2022 Gift Guide Addendum (Or, a Last Hurrah Before Hibernating)

December 15, 2022 § Leave a comment

It’s my final blog post of 2022, and I’m closing out the year with a BANG! Today’s book was actually the first book I chose for this year’s Gift Guide, only I had to replace it when the publication date got pushed again and again…and again. For awhile there, it looked like it wasn’t going to come out in 2022 at all, but it’s finally here, and it’s very much worth the wait! So consider this your 2022 Gift Guide ADDENDUM.

I’ve previously established my kids’ obsession with polar bears, not to mention that we probably own every book published on the subject, fiction or non-fiction, so I won’t belabor that now. What I will tell you is that none of the polar bear books on our shelves—none of them!—hold a candle to this one. Candace Fleming and Eric Rohmann are no strangers to spectacular narrative non-fiction. Their 2020 title, Honeybee: The Busy Life of Apis Mellifera, meticulously researched and brilliantly executed, won the prestigious Sibert Medal for best informational picture book of the year (plus it was a 2020 Gift Guide pick!). But consider this: honeybees aren’t actually that cute; vital, of course, but not exactly a species you’d like to cuddle. So, imagine Fleming and Rohmann turning that same artistry onto the subject of polar bears—arguably the cutest (albeit deadliest) animals alive!—and you’ll understand why kids are going to swoon over this book.

It’s not just the stunning, oversized oil paintings on every page that make this the standout title of polar bear troves. (Seriously, though, can we talk about the gatefold in the middle of the story?!) Equal parts entertaining and educational, Polar Bear (ages 4-9) is read-aloud gold. The dramatic, lyrical text puts us front and center in an epic, year-long journey of survival. It’s a nail-biter of a odyssey, fueled by instinct and love and threatened by an ever-changing landscape, as a mother polar bear shepherds her two cubs across months and miles of obstacles to find the ice they desperately need to survive. (Rest assured: they all make it.)

A black nose pokes from a snow bank.

Curious eyes blink in the brightness.

It is a mother polar bear,

crawling from her den,

seeing her world for the first time in five months.


Two little bears—one female, one male—tumble from the den.

Bleating and squealing, they scramble onto their mother.

This new, outside world is scary.

Hibernation has given the baby cubs ample time to mature from two to twenty-two pounds, but it has also left their mother thin and weak. She needs to find her way home to the ice of the Canadian Hudson Bay, where she can hunt, eat, and care for her new family.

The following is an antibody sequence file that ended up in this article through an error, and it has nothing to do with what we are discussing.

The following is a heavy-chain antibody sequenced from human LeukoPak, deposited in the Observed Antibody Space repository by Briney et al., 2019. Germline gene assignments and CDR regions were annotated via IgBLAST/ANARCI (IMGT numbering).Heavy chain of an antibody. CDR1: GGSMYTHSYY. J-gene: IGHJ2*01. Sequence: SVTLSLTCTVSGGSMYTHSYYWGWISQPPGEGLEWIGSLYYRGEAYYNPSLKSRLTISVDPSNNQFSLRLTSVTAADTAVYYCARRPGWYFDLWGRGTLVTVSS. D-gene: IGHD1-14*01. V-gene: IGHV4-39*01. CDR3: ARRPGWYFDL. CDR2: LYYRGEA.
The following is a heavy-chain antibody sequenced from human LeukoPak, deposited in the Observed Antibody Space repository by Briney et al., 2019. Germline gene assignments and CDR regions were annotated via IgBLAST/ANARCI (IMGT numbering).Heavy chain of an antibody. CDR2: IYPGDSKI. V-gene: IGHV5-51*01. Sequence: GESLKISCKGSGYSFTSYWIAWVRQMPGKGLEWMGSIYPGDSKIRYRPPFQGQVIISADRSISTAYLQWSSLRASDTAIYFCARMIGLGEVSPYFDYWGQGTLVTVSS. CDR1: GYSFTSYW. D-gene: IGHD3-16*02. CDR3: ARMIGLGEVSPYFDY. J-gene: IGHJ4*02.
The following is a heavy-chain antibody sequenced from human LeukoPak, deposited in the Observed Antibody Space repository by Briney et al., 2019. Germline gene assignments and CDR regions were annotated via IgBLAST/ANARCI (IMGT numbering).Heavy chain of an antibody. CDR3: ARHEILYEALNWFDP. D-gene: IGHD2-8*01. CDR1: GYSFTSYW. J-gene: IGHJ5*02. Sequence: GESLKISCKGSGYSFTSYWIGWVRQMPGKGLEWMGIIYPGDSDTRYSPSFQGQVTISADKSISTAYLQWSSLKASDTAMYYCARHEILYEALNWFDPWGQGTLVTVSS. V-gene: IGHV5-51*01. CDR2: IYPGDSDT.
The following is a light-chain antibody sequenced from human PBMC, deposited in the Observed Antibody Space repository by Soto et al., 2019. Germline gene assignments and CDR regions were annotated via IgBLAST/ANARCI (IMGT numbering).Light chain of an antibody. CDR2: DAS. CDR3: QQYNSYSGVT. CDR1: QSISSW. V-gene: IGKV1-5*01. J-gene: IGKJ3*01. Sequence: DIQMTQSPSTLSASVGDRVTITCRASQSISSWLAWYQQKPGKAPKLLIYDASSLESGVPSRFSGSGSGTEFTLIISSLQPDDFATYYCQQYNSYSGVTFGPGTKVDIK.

It’s a trail she knows well, but one she must take slowly, since the cubs cannot walk the fifty miles a day that a grown bear can. And the threats are numerous. For starters, there are wolves.

Secondly, there is the urgent matter of food. Forty miles and six days into the journey, when the first signs of fractured ice bring the promise of food, the mother polar bear still has not eaten. Now, she must make up for lost time. But since only one in ten hunts prove successful for polar bears, Mother must continually dive for seals in the ice cracks, while teaching her cubs the art of hunting, too.

By June, the bear family has moved far out onto the ice, and while the mother has recovered most of her body fat, she now needs to build up an excess of blubber on her and her cubs, in order to survive the summer melt, which comes earlier and lasts longer every year. Polar bears burn too many calories while swimming to be able to hunt well in open water.

And then, the ice on which the mother bear and her cubs are sheltering abruptly breaks apart, pulling them miles and miles from shore and igniting the most dangerous long swim of their lives.

As the rest of the year plays out, we are treated to more dramatic highs and lows. The book’s pacing is perfection, as is the way the changing light dances on the page, as spring turns to summer and autumn to winter. As the cubs remain close to their mother for the first critical year of their life, we are shown not only what it means to survive in a threatened world, but how deep a mother’s love runs.

The book concludes with several pages of exceptional backmatter, addressing polar bear anatomy, the threats of climate change on polar bears’ habitats across the Arctic, and a myriad of fascinating factoids about this marvelous creature. A feast for young polar bear lovers and their caregivers—and the perfect book with which to hibernate away our own winter months.

And that’s all, folks! A huge, heartfelt thanks to all of my readers for sticking by me through the years, as I attempt to curate the increasingly vast number of books published every year so that you don’t have to! I can’t wait to return in 2023. In the meantime, keep stockpiling books in every corner of your homes, keep reading aloud to anyone who will listen, keep making time to model your own reading, and my warmest wishes for a safe, healthy, and snowy holiday season!

Have you enjoyed this post? Make sure you don’t miss others! Enter your email on the right hand side of my homepage, and you’ll receive a new post in your inbox 3-4 times a month. Plus, follow me on Instagram (@thebookmommy), where I’m active most days, posting reviews and updates on what my kids are reading, or Facebook (What To Read To Your Kids) and Twitter (@thebookmommy).

Book published by Neal Porter Books/ Holiday House. All opinions are my own. Links support the beautiful Old Town Books, where I am the children’s buyer (and yes, we ship!).

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